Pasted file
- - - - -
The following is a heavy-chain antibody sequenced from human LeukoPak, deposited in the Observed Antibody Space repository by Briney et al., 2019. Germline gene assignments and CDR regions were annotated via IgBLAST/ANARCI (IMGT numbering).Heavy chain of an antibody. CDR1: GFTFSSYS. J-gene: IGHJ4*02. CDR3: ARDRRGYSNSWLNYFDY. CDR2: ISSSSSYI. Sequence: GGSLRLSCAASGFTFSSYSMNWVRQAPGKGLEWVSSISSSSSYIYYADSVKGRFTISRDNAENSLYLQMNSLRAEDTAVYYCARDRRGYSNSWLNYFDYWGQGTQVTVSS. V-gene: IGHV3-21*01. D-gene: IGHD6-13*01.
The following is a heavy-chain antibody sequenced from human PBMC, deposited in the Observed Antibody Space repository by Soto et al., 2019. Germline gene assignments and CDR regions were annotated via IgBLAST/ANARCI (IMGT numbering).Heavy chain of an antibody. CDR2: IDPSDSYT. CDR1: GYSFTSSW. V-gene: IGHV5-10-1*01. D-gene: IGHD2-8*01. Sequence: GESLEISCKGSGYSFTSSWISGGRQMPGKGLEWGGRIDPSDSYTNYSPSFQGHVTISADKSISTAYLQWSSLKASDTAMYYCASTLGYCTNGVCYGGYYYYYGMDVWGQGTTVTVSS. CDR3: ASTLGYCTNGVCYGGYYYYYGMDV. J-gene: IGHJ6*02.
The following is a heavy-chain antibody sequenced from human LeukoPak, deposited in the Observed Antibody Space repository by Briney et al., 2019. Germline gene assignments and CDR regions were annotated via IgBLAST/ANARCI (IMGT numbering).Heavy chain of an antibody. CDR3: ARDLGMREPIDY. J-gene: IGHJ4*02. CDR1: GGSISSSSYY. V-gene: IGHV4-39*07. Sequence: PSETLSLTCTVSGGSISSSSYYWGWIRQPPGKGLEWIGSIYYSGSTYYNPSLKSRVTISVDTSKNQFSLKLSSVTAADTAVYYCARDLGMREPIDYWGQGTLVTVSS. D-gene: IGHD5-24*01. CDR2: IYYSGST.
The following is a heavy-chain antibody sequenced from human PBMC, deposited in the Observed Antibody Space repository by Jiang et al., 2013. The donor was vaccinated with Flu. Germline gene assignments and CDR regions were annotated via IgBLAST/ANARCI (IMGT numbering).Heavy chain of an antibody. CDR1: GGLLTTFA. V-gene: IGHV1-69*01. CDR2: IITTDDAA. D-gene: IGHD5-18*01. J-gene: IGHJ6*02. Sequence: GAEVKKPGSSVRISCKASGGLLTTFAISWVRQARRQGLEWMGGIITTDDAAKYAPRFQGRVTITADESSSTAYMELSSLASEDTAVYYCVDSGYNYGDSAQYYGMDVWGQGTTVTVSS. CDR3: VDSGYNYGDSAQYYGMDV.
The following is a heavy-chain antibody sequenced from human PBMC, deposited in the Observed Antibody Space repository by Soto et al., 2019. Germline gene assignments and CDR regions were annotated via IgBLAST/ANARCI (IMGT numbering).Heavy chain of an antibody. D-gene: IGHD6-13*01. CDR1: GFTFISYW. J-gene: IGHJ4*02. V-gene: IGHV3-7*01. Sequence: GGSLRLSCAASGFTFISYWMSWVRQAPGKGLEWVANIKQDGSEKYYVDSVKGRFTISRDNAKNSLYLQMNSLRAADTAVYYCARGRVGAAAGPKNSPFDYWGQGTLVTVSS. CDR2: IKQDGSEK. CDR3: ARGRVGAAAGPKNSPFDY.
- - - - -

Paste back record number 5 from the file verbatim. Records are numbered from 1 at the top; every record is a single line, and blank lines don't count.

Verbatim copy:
The following is a heavy-chain antibody sequenced from human PBMC, deposited in the Observed Antibody Space repository by Soto et al., 2019. Germline gene assignments and CDR regions were annotated via IgBLAST/ANARCI (IMGT numbering).Heavy chain of an antibody. D-gene: IGHD6-13*01. CDR1: GFTFISYW. J-gene: IGHJ4*02. V-gene: IGHV3-7*01. Sequence: GGSLRLSCAASGFTFISYWMSWVRQAPGKGLEWVANIKQDGSEKYYVDSVKGRFTISRDNAKNSLYLQMNSLRAADTAVYYCARGRVGAAAGPKNSPFDYWGQGTLVTVSS. CDR2: IKQDGSEK. CDR3: ARGRVGAAAGPKNSPFDY.